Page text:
Gravity Defying 3D Printing Robot (Almost) Makes Objects Appear in Thin Air

Mataerial by Petr Novikov, Saša Joki?, Joris Laarman Studio and IAAC is a 3D printing robot that instead of building an object layer by layer, draws forms from any surface out into thin air.

Working in the same manner as the “3D printing pen” except instead of your shaky hand trying to make a recognizable shape from an ooze of hot plastic cooled by a fan, this process uses two thermosetting polymers which set when combined by a precision robot actually 3D Printing in space.  The team also state that CMYK colors can/could be combined in the same manner to create full color 3D printing using the same method.  The same process could of course be used at a much smaller scale and theoretically multiple robots could 3D print different materials simultaneously onto any surface such as a conductive material and a non conductive material to create electrical pathways.  This is definitely a technology to watch and hopefully their patent application is not so restrictive as to restrict its potential.   

Mataerial is the result of the collaborative research between Petr Novikov, Saša Joki? from the Institute for Advanced Architecture of Catalonia (IAAC) and Joris Laarman Studio. IAAC tutors representing Open Thesis Fabrication Program provided their advice and professional expertise. During the course of the research we developed a brand new digital fabrication method and a working prototype that can open a door to a number of practical applications. The method that we call Anti-gravity Object Modeling has a patent-pending status.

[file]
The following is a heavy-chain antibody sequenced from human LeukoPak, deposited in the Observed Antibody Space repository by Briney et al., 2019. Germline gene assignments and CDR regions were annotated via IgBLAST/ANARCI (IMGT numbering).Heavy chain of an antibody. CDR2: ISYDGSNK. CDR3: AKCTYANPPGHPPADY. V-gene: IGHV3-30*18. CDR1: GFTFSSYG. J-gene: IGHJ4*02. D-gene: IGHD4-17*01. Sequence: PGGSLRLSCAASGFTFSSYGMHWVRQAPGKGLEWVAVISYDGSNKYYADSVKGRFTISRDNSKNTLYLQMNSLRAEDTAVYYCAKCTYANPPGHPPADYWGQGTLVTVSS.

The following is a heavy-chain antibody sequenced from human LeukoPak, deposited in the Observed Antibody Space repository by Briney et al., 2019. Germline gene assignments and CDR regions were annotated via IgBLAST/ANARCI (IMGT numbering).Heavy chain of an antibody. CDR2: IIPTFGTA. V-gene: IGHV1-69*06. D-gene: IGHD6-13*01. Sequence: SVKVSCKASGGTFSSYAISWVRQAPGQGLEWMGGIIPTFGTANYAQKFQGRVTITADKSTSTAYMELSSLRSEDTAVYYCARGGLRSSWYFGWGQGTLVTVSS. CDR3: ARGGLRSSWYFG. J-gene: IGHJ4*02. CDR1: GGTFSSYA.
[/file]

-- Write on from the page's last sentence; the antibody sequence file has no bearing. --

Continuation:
via Dezeen

6 comments

  1. charbel

    Hello

    Please can i have more details about prices and machines

    Regards

  2. Aaron

    Awesome. Now, that’s what I’m talkin’ about. :)

    To previous poster: This is an experiment, not a commercial product. Probably $250k for the generic robot arm and other equipment, and it doesn’t use STL (polygon) models.

    1. Anonymous

      Lego makes a fine robot arm.

  3. Anonymous

    The material must have a very fast curing time. It’s very impressive and innovative idea.

  4. darren

    It helps that the videos are time-lapse, as indicated by the twitchy reflections off the metallic extruder parts.

  5. Luis

    ‘The method that we call Anti-gravity Object Modeling has a patent-pending status.’

    So, fishermen making their nets will be asked to cease and desist?

    Will they ban crystal growing?

    Isn’t (if they’re willing to stretch the definition of ‘anti-gravity’) any current 3D printing system that can raise the printing platform also ‘anti-gravity’?

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